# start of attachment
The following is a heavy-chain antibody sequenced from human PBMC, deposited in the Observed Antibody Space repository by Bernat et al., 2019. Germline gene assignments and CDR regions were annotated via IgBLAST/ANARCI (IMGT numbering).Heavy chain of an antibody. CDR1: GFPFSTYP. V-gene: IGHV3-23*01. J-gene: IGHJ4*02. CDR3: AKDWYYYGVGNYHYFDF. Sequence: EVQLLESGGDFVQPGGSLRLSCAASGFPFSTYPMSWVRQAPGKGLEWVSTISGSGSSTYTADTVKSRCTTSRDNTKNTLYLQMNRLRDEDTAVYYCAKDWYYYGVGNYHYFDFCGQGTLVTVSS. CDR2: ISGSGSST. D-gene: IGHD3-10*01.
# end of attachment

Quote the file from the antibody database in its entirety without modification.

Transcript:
The following is a heavy-chain antibody sequenced from human PBMC, deposited in the Observed Antibody Space repository by Bernat et al., 2019. Germline gene assignments and CDR regions were annotated via IgBLAST/ANARCI (IMGT numbering).Heavy chain of an antibody. CDR1: GFPFSTYP. V-gene: IGHV3-23*01. J-gene: IGHJ4*02. CDR3: AKDWYYYGVGNYHYFDF. Sequence: EVQLLESGGDFVQPGGSLRLSCAASGFPFSTYPMSWVRQAPGKGLEWVSTISGSGSSTYTADTVKSRCTTSRDNTKNTLYLQMNRLRDEDTAVYYCAKDWYYYGVGNYHYFDFCGQGTLVTVSS. CDR2: ISGSGSST. D-gene: IGHD3-10*01.